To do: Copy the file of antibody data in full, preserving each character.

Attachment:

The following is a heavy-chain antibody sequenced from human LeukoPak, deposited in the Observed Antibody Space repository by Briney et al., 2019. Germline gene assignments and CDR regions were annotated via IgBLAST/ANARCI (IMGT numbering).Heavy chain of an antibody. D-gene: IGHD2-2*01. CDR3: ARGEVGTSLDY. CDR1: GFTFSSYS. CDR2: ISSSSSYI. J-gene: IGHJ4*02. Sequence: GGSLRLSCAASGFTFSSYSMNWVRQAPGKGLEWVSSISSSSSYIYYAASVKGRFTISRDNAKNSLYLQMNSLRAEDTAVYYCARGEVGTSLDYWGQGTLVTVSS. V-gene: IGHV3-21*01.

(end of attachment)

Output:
The following is a heavy-chain antibody sequenced from human LeukoPak, deposited in the Observed Antibody Space repository by Briney et al., 2019. Germline gene assignments and CDR regions were annotated via IgBLAST/ANARCI (IMGT numbering).Heavy chain of an antibody. D-gene: IGHD2-2*01. CDR3: ARGEVGTSLDY. CDR1: GFTFSSYS. CDR2: ISSSSSYI. J-gene: IGHJ4*02. Sequence: GGSLRLSCAASGFTFSSYSMNWVRQAPGKGLEWVSSISSSSSYIYYAASVKGRFTISRDNAKNSLYLQMNSLRAEDTAVYYCARGEVGTSLDYWGQGTLVTVSS. V-gene: IGHV3-21*01.